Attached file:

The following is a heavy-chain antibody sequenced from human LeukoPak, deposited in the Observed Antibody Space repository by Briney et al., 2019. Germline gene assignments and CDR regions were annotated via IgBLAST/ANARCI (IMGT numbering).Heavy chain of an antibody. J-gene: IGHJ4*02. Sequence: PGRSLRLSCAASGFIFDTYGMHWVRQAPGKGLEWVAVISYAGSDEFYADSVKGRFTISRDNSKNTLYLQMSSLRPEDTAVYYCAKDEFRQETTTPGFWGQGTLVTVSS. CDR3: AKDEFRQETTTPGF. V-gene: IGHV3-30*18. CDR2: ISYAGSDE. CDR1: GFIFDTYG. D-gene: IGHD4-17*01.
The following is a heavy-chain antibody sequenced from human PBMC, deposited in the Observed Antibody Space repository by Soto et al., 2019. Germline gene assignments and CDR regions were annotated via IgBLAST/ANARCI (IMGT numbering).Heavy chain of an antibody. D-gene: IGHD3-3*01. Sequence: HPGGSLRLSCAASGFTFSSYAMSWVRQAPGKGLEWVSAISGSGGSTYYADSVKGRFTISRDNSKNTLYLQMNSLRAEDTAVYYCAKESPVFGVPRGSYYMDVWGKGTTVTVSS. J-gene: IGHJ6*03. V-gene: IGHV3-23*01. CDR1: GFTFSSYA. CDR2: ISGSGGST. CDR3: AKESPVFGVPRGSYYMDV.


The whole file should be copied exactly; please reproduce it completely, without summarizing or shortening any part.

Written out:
The following is a heavy-chain antibody sequenced from human LeukoPak, deposited in the Observed Antibody Space repository by Briney et al., 2019. Germline gene assignments and CDR regions were annotated via IgBLAST/ANARCI (IMGT numbering).Heavy chain of an antibody. J-gene: IGHJ4*02. Sequence: PGRSLRLSCAASGFIFDTYGMHWVRQAPGKGLEWVAVISYAGSDEFYADSVKGRFTISRDNSKNTLYLQMSSLRPEDTAVYYCAKDEFRQETTTPGFWGQGTLVTVSS. CDR3: AKDEFRQETTTPGF. V-gene: IGHV3-30*18. CDR2: ISYAGSDE. CDR1: GFIFDTYG. D-gene: IGHD4-17*01.
The following is a heavy-chain antibody sequenced from human PBMC, deposited in the Observed Antibody Space repository by Soto et al., 2019. Germline gene assignments and CDR regions were annotated via IgBLAST/ANARCI (IMGT numbering).Heavy chain of an antibody. D-gene: IGHD3-3*01. Sequence: HPGGSLRLSCAASGFTFSSYAMSWVRQAPGKGLEWVSAISGSGGSTYYADSVKGRFTISRDNSKNTLYLQMNSLRAEDTAVYYCAKESPVFGVPRGSYYMDVWGKGTTVTVSS. J-gene: IGHJ6*03. V-gene: IGHV3-23*01. CDR1: GFTFSSYA. CDR2: ISGSGGST. CDR3: AKESPVFGVPRGSYYMDV.